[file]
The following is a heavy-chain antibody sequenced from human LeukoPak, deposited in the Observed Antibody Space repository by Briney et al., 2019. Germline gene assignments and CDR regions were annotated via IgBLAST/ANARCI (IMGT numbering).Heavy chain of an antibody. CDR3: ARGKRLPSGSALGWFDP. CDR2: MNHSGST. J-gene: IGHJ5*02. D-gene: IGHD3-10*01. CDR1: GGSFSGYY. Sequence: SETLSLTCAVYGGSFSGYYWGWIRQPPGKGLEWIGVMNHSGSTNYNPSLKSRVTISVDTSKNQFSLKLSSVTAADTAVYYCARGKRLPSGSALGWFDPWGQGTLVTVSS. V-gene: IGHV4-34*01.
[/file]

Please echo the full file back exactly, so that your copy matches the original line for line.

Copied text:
The following is a heavy-chain antibody sequenced from human LeukoPak, deposited in the Observed Antibody Space repository by Briney et al., 2019. Germline gene assignments and CDR regions were annotated via IgBLAST/ANARCI (IMGT numbering).Heavy chain of an antibody. CDR3: ARGKRLPSGSALGWFDP. CDR2: MNHSGST. J-gene: IGHJ5*02. D-gene: IGHD3-10*01. CDR1: GGSFSGYY. Sequence: SETLSLTCAVYGGSFSGYYWGWIRQPPGKGLEWIGVMNHSGSTNYNPSLKSRVTISVDTSKNQFSLKLSSVTAADTAVYYCARGKRLPSGSALGWFDPWGQGTLVTVSS. V-gene: IGHV4-34*01.